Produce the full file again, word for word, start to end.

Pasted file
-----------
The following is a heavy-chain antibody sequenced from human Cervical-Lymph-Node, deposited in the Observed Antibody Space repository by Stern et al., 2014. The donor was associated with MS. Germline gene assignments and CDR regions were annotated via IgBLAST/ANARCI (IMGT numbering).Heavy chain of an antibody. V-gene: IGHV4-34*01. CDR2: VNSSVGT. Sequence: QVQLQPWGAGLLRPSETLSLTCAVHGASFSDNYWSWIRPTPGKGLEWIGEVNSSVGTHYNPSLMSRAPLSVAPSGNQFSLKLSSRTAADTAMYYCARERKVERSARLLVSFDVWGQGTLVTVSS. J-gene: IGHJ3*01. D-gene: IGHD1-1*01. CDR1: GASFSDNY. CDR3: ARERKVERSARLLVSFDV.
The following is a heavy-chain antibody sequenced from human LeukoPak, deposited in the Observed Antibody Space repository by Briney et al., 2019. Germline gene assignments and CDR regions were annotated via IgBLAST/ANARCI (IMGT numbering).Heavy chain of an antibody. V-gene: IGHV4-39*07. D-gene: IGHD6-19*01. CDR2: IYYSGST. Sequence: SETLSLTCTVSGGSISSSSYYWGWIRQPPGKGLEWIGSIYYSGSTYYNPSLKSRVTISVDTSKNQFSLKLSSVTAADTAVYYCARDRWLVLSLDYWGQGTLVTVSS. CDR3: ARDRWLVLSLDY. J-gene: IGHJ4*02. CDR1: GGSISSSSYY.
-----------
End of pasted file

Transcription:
The following is a heavy-chain antibody sequenced from human Cervical-Lymph-Node, deposited in the Observed Antibody Space repository by Stern et al., 2014. The donor was associated with MS. Germline gene assignments and CDR regions were annotated via IgBLAST/ANARCI (IMGT numbering).Heavy chain of an antibody. V-gene: IGHV4-34*01. CDR2: VNSSVGT. Sequence: QVQLQPWGAGLLRPSETLSLTCAVHGASFSDNYWSWIRPTPGKGLEWIGEVNSSVGTHYNPSLMSRAPLSVAPSGNQFSLKLSSRTAADTAMYYCARERKVERSARLLVSFDVWGQGTLVTVSS. J-gene: IGHJ3*01. D-gene: IGHD1-1*01. CDR1: GASFSDNY. CDR3: ARERKVERSARLLVSFDV.
The following is a heavy-chain antibody sequenced from human LeukoPak, deposited in the Observed Antibody Space repository by Briney et al., 2019. Germline gene assignments and CDR regions were annotated via IgBLAST/ANARCI (IMGT numbering).Heavy chain of an antibody. V-gene: IGHV4-39*07. D-gene: IGHD6-19*01. CDR2: IYYSGST. Sequence: SETLSLTCTVSGGSISSSSYYWGWIRQPPGKGLEWIGSIYYSGSTYYNPSLKSRVTISVDTSKNQFSLKLSSVTAADTAVYYCARDRWLVLSLDYWGQGTLVTVSS. CDR3: ARDRWLVLSLDY. J-gene: IGHJ4*02. CDR1: GGSISSSSYY.